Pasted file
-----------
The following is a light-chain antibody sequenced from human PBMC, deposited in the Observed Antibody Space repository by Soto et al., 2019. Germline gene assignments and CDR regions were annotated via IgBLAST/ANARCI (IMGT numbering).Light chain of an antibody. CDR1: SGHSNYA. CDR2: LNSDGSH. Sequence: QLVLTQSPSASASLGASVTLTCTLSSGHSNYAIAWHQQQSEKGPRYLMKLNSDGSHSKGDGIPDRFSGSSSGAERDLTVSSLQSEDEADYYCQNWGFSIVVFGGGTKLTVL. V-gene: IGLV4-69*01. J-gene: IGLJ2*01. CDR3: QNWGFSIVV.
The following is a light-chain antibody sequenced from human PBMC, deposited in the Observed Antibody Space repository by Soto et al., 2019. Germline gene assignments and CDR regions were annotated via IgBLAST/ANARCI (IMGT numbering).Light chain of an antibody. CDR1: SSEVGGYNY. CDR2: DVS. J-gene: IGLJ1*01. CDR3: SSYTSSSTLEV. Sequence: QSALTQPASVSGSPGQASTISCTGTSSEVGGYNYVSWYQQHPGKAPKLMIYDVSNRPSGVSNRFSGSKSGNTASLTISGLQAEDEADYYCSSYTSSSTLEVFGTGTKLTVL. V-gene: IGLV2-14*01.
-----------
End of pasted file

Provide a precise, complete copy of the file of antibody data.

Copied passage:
The following is a light-chain antibody sequenced from human PBMC, deposited in the Observed Antibody Space repository by Soto et al., 2019. Germline gene assignments and CDR regions were annotated via IgBLAST/ANARCI (IMGT numbering).Light chain of an antibody. CDR1: SGHSNYA. CDR2: LNSDGSH. Sequence: QLVLTQSPSASASLGASVTLTCTLSSGHSNYAIAWHQQQSEKGPRYLMKLNSDGSHSKGDGIPDRFSGSSSGAERDLTVSSLQSEDEADYYCQNWGFSIVVFGGGTKLTVL. V-gene: IGLV4-69*01. J-gene: IGLJ2*01. CDR3: QNWGFSIVV.
The following is a light-chain antibody sequenced from human PBMC, deposited in the Observed Antibody Space repository by Soto et al., 2019. Germline gene assignments and CDR regions were annotated via IgBLAST/ANARCI (IMGT numbering).Light chain of an antibody. CDR1: SSEVGGYNY. CDR2: DVS. J-gene: IGLJ1*01. CDR3: SSYTSSSTLEV. Sequence: QSALTQPASVSGSPGQASTISCTGTSSEVGGYNYVSWYQQHPGKAPKLMIYDVSNRPSGVSNRFSGSKSGNTASLTISGLQAEDEADYYCSSYTSSSTLEVFGTGTKLTVL. V-gene: IGLV2-14*01.